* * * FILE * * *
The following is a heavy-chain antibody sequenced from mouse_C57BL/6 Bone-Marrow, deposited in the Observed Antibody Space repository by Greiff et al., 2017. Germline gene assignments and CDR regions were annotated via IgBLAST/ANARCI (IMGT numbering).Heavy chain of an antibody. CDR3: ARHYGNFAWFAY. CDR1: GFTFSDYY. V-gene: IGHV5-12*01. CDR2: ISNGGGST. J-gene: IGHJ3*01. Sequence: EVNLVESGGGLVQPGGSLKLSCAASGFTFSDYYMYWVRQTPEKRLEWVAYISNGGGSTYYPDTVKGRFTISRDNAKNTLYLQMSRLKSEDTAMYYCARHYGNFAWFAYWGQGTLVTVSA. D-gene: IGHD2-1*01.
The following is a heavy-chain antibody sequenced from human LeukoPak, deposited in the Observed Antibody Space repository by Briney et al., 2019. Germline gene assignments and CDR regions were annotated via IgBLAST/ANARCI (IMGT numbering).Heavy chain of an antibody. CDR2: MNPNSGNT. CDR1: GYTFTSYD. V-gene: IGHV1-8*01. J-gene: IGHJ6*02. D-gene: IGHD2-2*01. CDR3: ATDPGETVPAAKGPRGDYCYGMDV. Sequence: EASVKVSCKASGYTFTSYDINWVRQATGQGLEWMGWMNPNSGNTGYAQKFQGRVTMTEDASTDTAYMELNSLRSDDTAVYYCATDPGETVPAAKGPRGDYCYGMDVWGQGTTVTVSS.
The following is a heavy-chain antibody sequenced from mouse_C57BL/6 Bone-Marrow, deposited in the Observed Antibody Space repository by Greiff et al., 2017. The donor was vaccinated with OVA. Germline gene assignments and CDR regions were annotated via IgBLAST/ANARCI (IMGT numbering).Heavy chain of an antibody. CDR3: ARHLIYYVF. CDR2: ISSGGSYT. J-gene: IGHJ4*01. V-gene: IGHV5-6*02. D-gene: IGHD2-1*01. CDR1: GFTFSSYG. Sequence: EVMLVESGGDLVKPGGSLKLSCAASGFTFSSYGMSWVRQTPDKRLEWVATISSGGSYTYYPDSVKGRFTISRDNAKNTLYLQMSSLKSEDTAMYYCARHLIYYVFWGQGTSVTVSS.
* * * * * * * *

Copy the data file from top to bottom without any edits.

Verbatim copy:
The following is a heavy-chain antibody sequenced from mouse_C57BL/6 Bone-Marrow, deposited in the Observed Antibody Space repository by Greiff et al., 2017. Germline gene assignments and CDR regions were annotated via IgBLAST/ANARCI (IMGT numbering).Heavy chain of an antibody. CDR3: ARHYGNFAWFAY. CDR1: GFTFSDYY. V-gene: IGHV5-12*01. CDR2: ISNGGGST. J-gene: IGHJ3*01. Sequence: EVNLVESGGGLVQPGGSLKLSCAASGFTFSDYYMYWVRQTPEKRLEWVAYISNGGGSTYYPDTVKGRFTISRDNAKNTLYLQMSRLKSEDTAMYYCARHYGNFAWFAYWGQGTLVTVSA. D-gene: IGHD2-1*01.
The following is a heavy-chain antibody sequenced from human LeukoPak, deposited in the Observed Antibody Space repository by Briney et al., 2019. Germline gene assignments and CDR regions were annotated via IgBLAST/ANARCI (IMGT numbering).Heavy chain of an antibody. CDR2: MNPNSGNT. CDR1: GYTFTSYD. V-gene: IGHV1-8*01. J-gene: IGHJ6*02. D-gene: IGHD2-2*01. CDR3: ATDPGETVPAAKGPRGDYCYGMDV. Sequence: EASVKVSCKASGYTFTSYDINWVRQATGQGLEWMGWMNPNSGNTGYAQKFQGRVTMTEDASTDTAYMELNSLRSDDTAVYYCATDPGETVPAAKGPRGDYCYGMDVWGQGTTVTVSS.
The following is a heavy-chain antibody sequenced from mouse_C57BL/6 Bone-Marrow, deposited in the Observed Antibody Space repository by Greiff et al., 2017. The donor was vaccinated with OVA. Germline gene assignments and CDR regions were annotated via IgBLAST/ANARCI (IMGT numbering).Heavy chain of an antibody. CDR3: ARHLIYYVF. CDR2: ISSGGSYT. J-gene: IGHJ4*01. V-gene: IGHV5-6*02. D-gene: IGHD2-1*01. CDR1: GFTFSSYG. Sequence: EVMLVESGGDLVKPGGSLKLSCAASGFTFSSYGMSWVRQTPDKRLEWVATISSGGSYTYYPDSVKGRFTISRDNAKNTLYLQMSSLKSEDTAMYYCARHLIYYVFWGQGTSVTVSS.